# Differential equation of the free falling object with air resistance

I'm puzzled by the result I get when I try to solve the differential equation for an object that is falling subject to air resistance. Suppose the $$y$$-axis is directed upwards, then $$\vec{F_a}=bv \hat{y}$$ and $$\vec{P}=-mg\hat{y}$$, where $$b,v, g$$ are positive. This leads me to the following equation: $$\\m\frac{dv}{dt}=bv-mg,$$ which eventually leads to $$v(t)=\frac{mg}{b}(1-e^{bt/m})$$ which is obviously an absurd result since we expect $$\lim_{t\rightarrow \infty}v(t)=mg/b.$$ What am I missing? Are the forces involved described correctly in my frame of reference?

• You have missed a minus sign: Your velocity is the downward velocity ($\vec v =-v \hat y$), so there is an extra minus sign on the lhs of your differnetial equation. Then, you get $v(t)=\frac{mg}{b}(1-e^{-bt/m})$ as expected. Commented Feb 17, 2022 at 10:32
• Uh, now I understand, thanks. One more thing: in cases where I don't know the orientation of the velocity, what should I do? Should I try both $m\frac{dv}{dt}$ and $-m\frac{dv}{dt}$ and see which one leads to a physically acceptable result? Commented Feb 17, 2022 at 11:18
• @GabrielePrivitera the drag force is always opposite in direction to the relative velocity of the object with respect to the air. You could use sgn(v) as appropriate. Commented Feb 17, 2022 at 11:32
• Yes but in my last comment I wasn't talking about this specific problem, I wanted to know how to behave in general Commented Feb 17, 2022 at 11:40
• Comment about terminology: A fall with air resistance is by definition not a free fall. Commented Feb 17, 2022 at 13:14

You have missed a minus sign: Your velocity is the downward velocity ($$\vec v =−v\hat y$$), so there is an extra minus sign on the lhs of your differnetial equation. Then, you get $$v(t)=mgb(1−e−bt/m)$$ as expected.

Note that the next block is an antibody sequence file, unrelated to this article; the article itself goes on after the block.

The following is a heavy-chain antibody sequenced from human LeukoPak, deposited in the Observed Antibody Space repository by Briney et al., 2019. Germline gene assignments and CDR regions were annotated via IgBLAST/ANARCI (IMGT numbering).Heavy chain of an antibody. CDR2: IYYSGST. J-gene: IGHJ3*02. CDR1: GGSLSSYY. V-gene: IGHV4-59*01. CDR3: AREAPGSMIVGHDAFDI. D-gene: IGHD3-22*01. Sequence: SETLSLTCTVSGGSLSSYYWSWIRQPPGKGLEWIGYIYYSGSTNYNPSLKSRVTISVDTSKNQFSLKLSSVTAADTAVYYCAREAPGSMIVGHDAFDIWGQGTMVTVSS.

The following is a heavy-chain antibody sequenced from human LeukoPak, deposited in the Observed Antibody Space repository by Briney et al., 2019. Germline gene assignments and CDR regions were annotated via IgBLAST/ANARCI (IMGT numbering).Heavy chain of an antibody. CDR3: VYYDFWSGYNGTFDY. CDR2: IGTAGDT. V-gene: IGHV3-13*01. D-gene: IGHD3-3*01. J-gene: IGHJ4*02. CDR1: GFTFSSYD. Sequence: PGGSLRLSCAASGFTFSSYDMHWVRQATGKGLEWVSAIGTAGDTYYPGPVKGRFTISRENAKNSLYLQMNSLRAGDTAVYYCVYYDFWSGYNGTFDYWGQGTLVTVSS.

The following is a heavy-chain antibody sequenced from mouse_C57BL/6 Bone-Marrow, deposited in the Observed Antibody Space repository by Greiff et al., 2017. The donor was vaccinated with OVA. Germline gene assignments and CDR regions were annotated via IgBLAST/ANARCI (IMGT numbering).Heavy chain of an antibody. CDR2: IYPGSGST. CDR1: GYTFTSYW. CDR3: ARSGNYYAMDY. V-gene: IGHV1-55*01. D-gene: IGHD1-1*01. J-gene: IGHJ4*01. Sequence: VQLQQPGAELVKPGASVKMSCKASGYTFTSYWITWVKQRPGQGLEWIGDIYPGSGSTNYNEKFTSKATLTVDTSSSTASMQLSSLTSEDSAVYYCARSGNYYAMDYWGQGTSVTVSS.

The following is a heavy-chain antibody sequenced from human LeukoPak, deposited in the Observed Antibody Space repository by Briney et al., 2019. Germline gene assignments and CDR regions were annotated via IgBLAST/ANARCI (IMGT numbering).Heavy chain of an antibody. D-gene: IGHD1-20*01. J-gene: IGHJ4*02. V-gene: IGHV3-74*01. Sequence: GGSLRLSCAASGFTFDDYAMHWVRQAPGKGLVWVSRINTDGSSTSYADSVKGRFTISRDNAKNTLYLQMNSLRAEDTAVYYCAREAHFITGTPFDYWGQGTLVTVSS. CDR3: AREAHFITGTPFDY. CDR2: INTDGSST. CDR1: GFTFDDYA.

In general, you can write $$\vec v= v_x \hat x +v_y \hat y$$) and solve the equation of motion ($$m\dot{\vec v}=\vec F$$) with the appropriate boundary conditions. In your case, you assume $$v_x(t=0)=0$$, and so $$v_x$$ stays zero; for $$v_y$$ the main point is that you have to keep track of the relative signs between the $$\dot v_y$$ term and the drag force term $$b v_y$$.

Suppose the y-axis is directed upwards, then $$F_a→=bv\hat{y}$$ and $$P=−mg\hat{y}$$, where b,v,g are positive. This leads me to the following equation:

The bold part is where the entire problem lies. You decided to make the positive direction of y upwards, right? But you are describing a falling motion, this means that velocity will be negative, right? But you said that b is positive, but if b is positive, then $$F_a→=bv\hat{y}$$ will be negative and because $$v$$ is negative and is being multiplied by a positive number $$b$$. So, the drag force will be negative, pointing in the same direction of the weight, which is incorrect.

Your equations: $$m\frac{dv}{dt} = bv - mg$$

$$v(t) = \frac{mg}{b}(1-e^{\frac{bt}{m}})$$

Are absolutely correct, but you are using b as a positive number, so the limit doesn't converge to the terminal velocity. But assume that $$b$$ is negative and voila, the $$e^{\frac{bt}{m}}$$ converges to 0 as $$t$$ goes to infinity. And the terminal velocity goes to $$v_{ter} = \frac{mg}{b}$$. And, since $$b$$ is negative, again, this velocity is negative, pointing downwards as defined by your axis orientation.

So, you were correct in your equation solving, your assessment of the $$b$$ constant was incorrect, in your system of coordinates $$b$$ is negative.